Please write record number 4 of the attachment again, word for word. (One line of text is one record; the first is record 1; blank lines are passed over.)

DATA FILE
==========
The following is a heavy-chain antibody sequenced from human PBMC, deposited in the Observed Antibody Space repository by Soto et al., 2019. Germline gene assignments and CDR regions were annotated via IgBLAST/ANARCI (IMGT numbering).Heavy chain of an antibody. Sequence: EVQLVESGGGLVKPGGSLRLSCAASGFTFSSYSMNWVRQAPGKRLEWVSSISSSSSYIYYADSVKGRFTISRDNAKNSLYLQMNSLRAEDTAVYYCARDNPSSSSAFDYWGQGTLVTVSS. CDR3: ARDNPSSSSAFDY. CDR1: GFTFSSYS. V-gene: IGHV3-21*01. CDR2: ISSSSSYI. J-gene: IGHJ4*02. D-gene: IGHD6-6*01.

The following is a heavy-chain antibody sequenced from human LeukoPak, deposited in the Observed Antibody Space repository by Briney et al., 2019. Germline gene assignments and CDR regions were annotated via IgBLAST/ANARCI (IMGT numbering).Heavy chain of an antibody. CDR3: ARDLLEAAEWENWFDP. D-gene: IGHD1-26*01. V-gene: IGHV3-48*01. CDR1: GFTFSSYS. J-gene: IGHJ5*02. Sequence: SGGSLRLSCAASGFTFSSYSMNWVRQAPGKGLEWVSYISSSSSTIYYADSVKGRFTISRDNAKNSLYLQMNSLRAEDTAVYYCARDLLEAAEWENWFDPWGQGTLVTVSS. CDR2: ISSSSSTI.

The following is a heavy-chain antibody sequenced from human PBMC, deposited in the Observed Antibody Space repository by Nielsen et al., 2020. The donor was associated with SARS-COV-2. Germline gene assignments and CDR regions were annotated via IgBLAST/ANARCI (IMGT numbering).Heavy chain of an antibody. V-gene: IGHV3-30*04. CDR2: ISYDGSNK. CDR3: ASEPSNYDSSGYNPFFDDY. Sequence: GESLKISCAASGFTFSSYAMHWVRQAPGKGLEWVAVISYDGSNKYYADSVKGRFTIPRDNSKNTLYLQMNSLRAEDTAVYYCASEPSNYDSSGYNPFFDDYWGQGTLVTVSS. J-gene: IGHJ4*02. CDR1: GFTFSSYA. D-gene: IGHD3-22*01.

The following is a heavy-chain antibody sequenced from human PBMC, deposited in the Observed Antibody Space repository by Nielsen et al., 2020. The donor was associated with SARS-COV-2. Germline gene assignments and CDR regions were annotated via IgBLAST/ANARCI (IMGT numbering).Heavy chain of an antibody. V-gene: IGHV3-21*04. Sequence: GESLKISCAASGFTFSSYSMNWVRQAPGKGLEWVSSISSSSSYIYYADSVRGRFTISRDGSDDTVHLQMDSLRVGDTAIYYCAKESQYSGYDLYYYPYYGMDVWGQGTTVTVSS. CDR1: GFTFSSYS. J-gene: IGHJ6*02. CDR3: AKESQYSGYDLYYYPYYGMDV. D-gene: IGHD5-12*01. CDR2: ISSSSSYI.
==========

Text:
The following is a heavy-chain antibody sequenced from human PBMC, deposited in the Observed Antibody Space repository by Nielsen et al., 2020. The donor was associated with SARS-COV-2. Germline gene assignments and CDR regions were annotated via IgBLAST/ANARCI (IMGT numbering).Heavy chain of an antibody. V-gene: IGHV3-21*04. Sequence: GESLKISCAASGFTFSSYSMNWVRQAPGKGLEWVSSISSSSSYIYYADSVRGRFTISRDGSDDTVHLQMDSLRVGDTAIYYCAKESQYSGYDLYYYPYYGMDVWGQGTTVTVSS. CDR1: GFTFSSYS. J-gene: IGHJ6*02. CDR3: AKESQYSGYDLYYYPYYGMDV. D-gene: IGHD5-12*01. CDR2: ISSSSSYI.